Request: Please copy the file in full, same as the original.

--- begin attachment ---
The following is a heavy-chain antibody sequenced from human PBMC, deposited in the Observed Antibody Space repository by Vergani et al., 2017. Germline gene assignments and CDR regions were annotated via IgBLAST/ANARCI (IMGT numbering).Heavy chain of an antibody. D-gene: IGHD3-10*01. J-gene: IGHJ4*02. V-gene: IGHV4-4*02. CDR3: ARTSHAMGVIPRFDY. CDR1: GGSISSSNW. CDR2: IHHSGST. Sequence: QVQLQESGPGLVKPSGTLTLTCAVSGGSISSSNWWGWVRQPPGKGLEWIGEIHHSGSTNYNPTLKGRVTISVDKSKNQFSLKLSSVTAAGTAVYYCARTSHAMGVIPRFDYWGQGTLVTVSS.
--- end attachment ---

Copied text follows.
The following is a heavy-chain antibody sequenced from human PBMC, deposited in the Observed Antibody Space repository by Vergani et al., 2017. Germline gene assignments and CDR regions were annotated via IgBLAST/ANARCI (IMGT numbering).Heavy chain of an antibody. D-gene: IGHD3-10*01. J-gene: IGHJ4*02. V-gene: IGHV4-4*02. CDR3: ARTSHAMGVIPRFDY. CDR1: GGSISSSNW. CDR2: IHHSGST. Sequence: QVQLQESGPGLVKPSGTLTLTCAVSGGSISSSNWWGWVRQPPGKGLEWIGEIHHSGSTNYNPTLKGRVTISVDKSKNQFSLKLSSVTAAGTAVYYCARTSHAMGVIPRFDYWGQGTLVTVSS.